Skip to main content Skip to footer site map
Review: THE REMARKABLE MISTER HOLMES at North Coast Repertory Theatre

Review: THE REMARKABLE MISTER HOLMES at North Coast Repertory Theatre

World Premiere Musical in San Diego County is an Elementary Mess

Comes a moment, somewhere toward the climax of THE REMARKABLE MISTER HOLMES, when the titular sleuth, Sherlock Holmes, played by Bart Shatto, makes a not-very-captivating observation, prompting his trusty (and in this case rather presumptuous) sidekick to utter the remark, "No sh-t, Sherlock."

Yup. The play goes there. Naturally, the line draws a laugh, the easiest laugh to be found in Omri Schein and David Ellenstein's script, but by no means the cheapest. For that, you'd have to look at one of the easily seven or eight times a cast member of this brittle corn-fest pronounces the word "hamsa," attaching a "c" to the front of the word as if the aim were to coat anyone within three feet in saliva or expel a hairball: "No, it's chamsa, ccc-hamsa, chchchchamsa." Incidentally, the hamsa in question is found in a dead body where no hamsa should ever be placed. This instance is also played for laughs. Purists of the work of Sir Arthur Conan Doyle, you can ask for your check now.

THE REMARKABLE MISTER HOLMES isn't meant for the purists. Nor is it remarkable. Billed as a musical comedy murder mystery, the play is making its world premiere at North Coast Repertory in Solana Beach. From director/co-book writer Ellenstein's program note, we learn the piece's creation is attempting to build on the success of two previously staged Holmes-themed plays at NCR. And to the credit of Ellenstein and Schein, plot-wise at least, their stab at a Sherlock-ian adventure captures the essence of what Conan Doyle accomplished so expertly. Turning to my seat-mate at intermission, I announced, "The murderer is X." No, it wasn't. The game was afoot. I lost.

To actually reach this dénouement, however, an audience has to slog through a tiring array of blowhards and buffoonery shot through with a tonal sensibility that treads a line between broad comedy and offensiveness. The score, with music by Daniel Lincoln and lyrics by Schein, is jaunty music hall fare, with little variation, all of it saturated with puns and bawdy rhymes. The way this is directed, pretty much anyone who opens his or her mouth in song is going to end up turning him or herself into a spectacle. Some of Ellenstein's players (it's a company of nine) can pull it off with more finesse than others.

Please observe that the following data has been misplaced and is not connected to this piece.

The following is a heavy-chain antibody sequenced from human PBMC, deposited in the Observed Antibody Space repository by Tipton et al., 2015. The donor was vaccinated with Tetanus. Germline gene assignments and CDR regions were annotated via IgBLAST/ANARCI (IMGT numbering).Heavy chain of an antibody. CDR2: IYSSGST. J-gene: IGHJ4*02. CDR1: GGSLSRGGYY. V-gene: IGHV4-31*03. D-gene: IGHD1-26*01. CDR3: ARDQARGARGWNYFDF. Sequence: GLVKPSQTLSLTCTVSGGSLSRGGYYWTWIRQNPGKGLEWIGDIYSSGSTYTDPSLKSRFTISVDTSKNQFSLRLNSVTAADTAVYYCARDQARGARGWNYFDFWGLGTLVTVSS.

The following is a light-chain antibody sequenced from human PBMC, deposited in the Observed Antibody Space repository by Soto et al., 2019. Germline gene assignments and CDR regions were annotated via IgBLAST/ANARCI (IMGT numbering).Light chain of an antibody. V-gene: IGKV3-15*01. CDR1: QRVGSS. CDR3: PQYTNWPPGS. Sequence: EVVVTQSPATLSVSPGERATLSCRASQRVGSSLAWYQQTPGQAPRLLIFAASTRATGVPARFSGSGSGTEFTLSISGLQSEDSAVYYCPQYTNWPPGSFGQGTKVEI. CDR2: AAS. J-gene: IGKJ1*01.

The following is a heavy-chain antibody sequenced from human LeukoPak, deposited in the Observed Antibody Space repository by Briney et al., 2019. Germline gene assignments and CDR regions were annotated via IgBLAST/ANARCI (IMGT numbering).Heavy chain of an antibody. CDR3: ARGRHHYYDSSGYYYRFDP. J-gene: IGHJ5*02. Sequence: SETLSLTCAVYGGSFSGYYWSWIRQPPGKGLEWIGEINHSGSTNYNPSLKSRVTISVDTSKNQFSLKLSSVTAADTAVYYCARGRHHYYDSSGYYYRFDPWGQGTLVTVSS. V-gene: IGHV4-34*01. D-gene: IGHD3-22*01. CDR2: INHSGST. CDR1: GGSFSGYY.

After a montage that shows Holmes foiling a series of crimes (always while peeling away some ridiculous disguise), we arrive at his latest case. Someone is murdering a bunch of spiritual leaders at the World Religious Conference, and Holmes is enlisted by an especially dimwitted Inspector Lestrade (Tony Perry) to solve the case before more bodies pile up. There's also missing jewelry, a Cockney hotel maid named Phyllis (Katy Tang) in search of her parentage, Artemis (David McBean) the hotel's hugely uptight manager and a pair of wealthy hotel guests, the von Schwantz siblings (Katie Karel and Phil Johnson) who are royalty in the quite white and hugely racist region of Kranz.

All of this should be no match for England's greatest detective, right? Well, alas, our dear Sherlock is off his game. Burnt out and daydreaming of roads not taken, Holmes is badgered by his well-meaning housekeeper, Mrs. Hudson (Deborah Gilmour Smyth). Dr Watson is absent, having inherited a mine in Argentina, but into the breach steps Watson's brainy and beautiful sister Sheila Watson (Sharon Reitkerk) who instantly sets her sights on solving the murders with or without Holmes's assistance. His copious ego threatened, Holmes plunges into the case only to find himself simultaneously out-sleuthed by and attracted to Miss Watson.